EndNotes

Silenced forever: Christopher Hitchens

Christopher Hitchens, seen here in September 2005, died Thursday of cancer. (Associated Press)
Christopher Hitchens, seen here in September 2005, died Thursday of cancer. (Associated Press)

Writer Christopher Hitchens died yesterday of cancer of the esophagus at 62. He was absolutely one of my favorite writers. He took on those he deemed hypocritical, including Mother Teresa. He was a prolific writer who smoked and drank "enough to kill or stun the average mule," as he once said, according to AP writer Hillel Italie, who wrote an extraordinary obituary.

Hitchens, one of the most famous atheists of our time, wrote a heartfelt article in this month's Vanity Fair. He took issue with the line that what doesn't kill you makes you stronger. He had lost his speaking voice and his fingers were no longer working well, due to the cancer or the treatment's side effects. He was losing his ability to write. So death, which came earlier than many thought, might have come at a time he welcomed.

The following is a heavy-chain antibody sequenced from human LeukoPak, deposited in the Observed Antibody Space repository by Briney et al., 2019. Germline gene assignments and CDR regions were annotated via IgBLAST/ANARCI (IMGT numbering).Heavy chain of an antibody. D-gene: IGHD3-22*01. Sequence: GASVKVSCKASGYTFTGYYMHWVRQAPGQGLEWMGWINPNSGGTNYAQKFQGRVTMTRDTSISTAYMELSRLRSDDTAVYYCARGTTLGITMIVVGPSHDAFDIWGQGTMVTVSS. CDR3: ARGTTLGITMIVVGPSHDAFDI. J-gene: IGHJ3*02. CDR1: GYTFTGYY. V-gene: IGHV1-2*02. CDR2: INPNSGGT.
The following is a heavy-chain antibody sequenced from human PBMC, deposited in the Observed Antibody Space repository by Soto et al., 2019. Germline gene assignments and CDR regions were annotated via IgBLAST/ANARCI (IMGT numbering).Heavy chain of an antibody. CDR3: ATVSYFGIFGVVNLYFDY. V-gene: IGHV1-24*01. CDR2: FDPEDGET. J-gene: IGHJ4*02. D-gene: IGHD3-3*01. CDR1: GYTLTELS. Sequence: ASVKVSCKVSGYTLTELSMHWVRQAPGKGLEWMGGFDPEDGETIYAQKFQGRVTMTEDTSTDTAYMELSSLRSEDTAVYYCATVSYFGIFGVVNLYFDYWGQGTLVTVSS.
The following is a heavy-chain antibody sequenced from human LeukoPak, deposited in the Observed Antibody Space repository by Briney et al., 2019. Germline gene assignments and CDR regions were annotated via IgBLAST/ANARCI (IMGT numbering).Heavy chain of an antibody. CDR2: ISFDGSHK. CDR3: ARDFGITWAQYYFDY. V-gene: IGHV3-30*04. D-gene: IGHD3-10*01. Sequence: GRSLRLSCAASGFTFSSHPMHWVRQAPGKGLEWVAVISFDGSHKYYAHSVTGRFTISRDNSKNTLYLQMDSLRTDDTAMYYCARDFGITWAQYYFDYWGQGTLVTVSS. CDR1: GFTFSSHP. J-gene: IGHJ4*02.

I'm sad his voice will be silenced now forever, except in his brilliant writings he left behind.

Godspeed, Christopher. Or rather, Humanspeed!

(S-R archives photo)




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Spokesman-Review features writer Rebecca Nappi, along with writer Catherine Johnston of Olympia, Wash., discuss here issues facing aging boomers, seniors and those experiencing serious illness, dying, death and other forms of loss.





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